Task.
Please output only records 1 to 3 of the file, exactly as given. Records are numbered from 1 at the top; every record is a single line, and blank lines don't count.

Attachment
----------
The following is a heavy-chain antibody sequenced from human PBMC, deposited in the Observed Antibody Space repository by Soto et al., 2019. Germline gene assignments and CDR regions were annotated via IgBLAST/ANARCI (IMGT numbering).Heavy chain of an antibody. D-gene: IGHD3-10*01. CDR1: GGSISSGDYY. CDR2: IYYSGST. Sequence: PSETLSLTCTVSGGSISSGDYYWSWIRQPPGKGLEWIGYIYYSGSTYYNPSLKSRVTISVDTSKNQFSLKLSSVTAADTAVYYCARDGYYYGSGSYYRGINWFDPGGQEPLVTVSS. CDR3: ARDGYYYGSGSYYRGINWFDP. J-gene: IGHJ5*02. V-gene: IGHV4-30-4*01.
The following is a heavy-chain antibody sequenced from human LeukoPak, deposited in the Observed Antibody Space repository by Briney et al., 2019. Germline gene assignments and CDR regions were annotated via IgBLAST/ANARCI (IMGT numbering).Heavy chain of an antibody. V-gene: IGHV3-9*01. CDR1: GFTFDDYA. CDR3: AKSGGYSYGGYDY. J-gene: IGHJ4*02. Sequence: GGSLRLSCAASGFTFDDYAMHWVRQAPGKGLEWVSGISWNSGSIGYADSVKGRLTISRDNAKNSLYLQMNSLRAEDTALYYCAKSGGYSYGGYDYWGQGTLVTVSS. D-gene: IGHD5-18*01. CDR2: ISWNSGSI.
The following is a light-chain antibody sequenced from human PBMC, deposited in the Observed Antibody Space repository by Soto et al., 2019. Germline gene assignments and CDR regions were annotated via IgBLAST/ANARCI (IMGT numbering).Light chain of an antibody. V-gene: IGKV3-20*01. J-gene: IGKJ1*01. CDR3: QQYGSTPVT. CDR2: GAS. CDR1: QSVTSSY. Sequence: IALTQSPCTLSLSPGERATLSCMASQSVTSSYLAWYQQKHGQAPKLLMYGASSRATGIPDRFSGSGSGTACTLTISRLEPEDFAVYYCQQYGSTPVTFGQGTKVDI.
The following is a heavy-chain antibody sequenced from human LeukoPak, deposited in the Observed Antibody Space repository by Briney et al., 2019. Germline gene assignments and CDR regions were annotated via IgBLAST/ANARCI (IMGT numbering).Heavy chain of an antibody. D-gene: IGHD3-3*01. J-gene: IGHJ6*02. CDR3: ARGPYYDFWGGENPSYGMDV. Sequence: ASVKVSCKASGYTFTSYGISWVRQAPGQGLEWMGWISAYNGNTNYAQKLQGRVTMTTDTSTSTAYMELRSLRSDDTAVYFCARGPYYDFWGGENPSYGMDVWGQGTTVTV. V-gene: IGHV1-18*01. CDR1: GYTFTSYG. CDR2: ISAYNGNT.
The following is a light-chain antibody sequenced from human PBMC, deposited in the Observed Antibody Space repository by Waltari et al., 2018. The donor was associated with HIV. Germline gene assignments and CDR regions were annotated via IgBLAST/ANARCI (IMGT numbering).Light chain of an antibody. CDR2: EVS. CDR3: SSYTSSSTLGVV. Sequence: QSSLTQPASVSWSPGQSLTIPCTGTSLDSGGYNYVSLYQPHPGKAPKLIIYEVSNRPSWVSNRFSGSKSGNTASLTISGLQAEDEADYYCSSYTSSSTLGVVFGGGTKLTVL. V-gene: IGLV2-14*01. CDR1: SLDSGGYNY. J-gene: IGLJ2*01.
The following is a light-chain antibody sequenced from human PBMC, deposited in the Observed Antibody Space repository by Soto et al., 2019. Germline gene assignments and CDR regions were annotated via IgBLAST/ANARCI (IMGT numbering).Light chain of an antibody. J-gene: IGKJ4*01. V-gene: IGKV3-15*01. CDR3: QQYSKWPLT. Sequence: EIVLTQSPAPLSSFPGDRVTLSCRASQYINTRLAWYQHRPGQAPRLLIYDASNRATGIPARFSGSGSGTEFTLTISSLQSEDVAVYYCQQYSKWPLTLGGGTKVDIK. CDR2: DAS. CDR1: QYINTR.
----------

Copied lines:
The following is a heavy-chain antibody sequenced from human PBMC, deposited in the Observed Antibody Space repository by Soto et al., 2019. Germline gene assignments and CDR regions were annotated via IgBLAST/ANARCI (IMGT numbering).Heavy chain of an antibody. D-gene: IGHD3-10*01. CDR1: GGSISSGDYY. CDR2: IYYSGST. Sequence: PSETLSLTCTVSGGSISSGDYYWSWIRQPPGKGLEWIGYIYYSGSTYYNPSLKSRVTISVDTSKNQFSLKLSSVTAADTAVYYCARDGYYYGSGSYYRGINWFDPGGQEPLVTVSS. CDR3: ARDGYYYGSGSYYRGINWFDP. J-gene: IGHJ5*02. V-gene: IGHV4-30-4*01.
The following is a heavy-chain antibody sequenced from human LeukoPak, deposited in the Observed Antibody Space repository by Briney et al., 2019. Germline gene assignments and CDR regions were annotated via IgBLAST/ANARCI (IMGT numbering).Heavy chain of an antibody. V-gene: IGHV3-9*01. CDR1: GFTFDDYA. CDR3: AKSGGYSYGGYDY. J-gene: IGHJ4*02. Sequence: GGSLRLSCAASGFTFDDYAMHWVRQAPGKGLEWVSGISWNSGSIGYADSVKGRLTISRDNAKNSLYLQMNSLRAEDTALYYCAKSGGYSYGGYDYWGQGTLVTVSS. D-gene: IGHD5-18*01. CDR2: ISWNSGSI.
The following is a light-chain antibody sequenced from human PBMC, deposited in the Observed Antibody Space repository by Soto et al., 2019. Germline gene assignments and CDR regions were annotated via IgBLAST/ANARCI (IMGT numbering).Light chain of an antibody. V-gene: IGKV3-20*01. J-gene: IGKJ1*01. CDR3: QQYGSTPVT. CDR2: GAS. CDR1: QSVTSSY. Sequence: IALTQSPCTLSLSPGERATLSCMASQSVTSSYLAWYQQKHGQAPKLLMYGASSRATGIPDRFSGSGSGTACTLTISRLEPEDFAVYYCQQYGSTPVTFGQGTKVDI.